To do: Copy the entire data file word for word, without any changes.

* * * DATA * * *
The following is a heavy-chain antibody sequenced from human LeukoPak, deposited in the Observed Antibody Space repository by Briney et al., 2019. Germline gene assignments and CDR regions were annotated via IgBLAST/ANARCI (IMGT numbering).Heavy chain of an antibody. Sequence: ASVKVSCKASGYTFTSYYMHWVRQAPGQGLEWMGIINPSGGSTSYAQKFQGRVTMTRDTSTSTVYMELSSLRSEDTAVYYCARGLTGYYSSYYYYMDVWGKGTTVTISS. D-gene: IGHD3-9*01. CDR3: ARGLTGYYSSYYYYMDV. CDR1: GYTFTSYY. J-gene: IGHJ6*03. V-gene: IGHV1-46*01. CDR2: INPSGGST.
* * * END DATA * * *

The following is a heavy-chain antibody sequenced from human LeukoPak, deposited in the Observed Antibody Space repository by Briney et al., 2019. Germline gene assignments and CDR regions were annotated via IgBLAST/ANARCI (IMGT numbering).Heavy chain of an antibody. Sequence: ASVKVSCKASGYTFTSYYMHWVRQAPGQGLEWMGIINPSGGSTSYAQKFQGRVTMTRDTSTSTVYMELSSLRSEDTAVYYCARGLTGYYSSYYYYMDVWGKGTTVTISS. D-gene: IGHD3-9*01. CDR3: ARGLTGYYSSYYYYMDV. CDR1: GYTFTSYY. J-gene: IGHJ6*03. V-gene: IGHV1-46*01. CDR2: INPSGGST.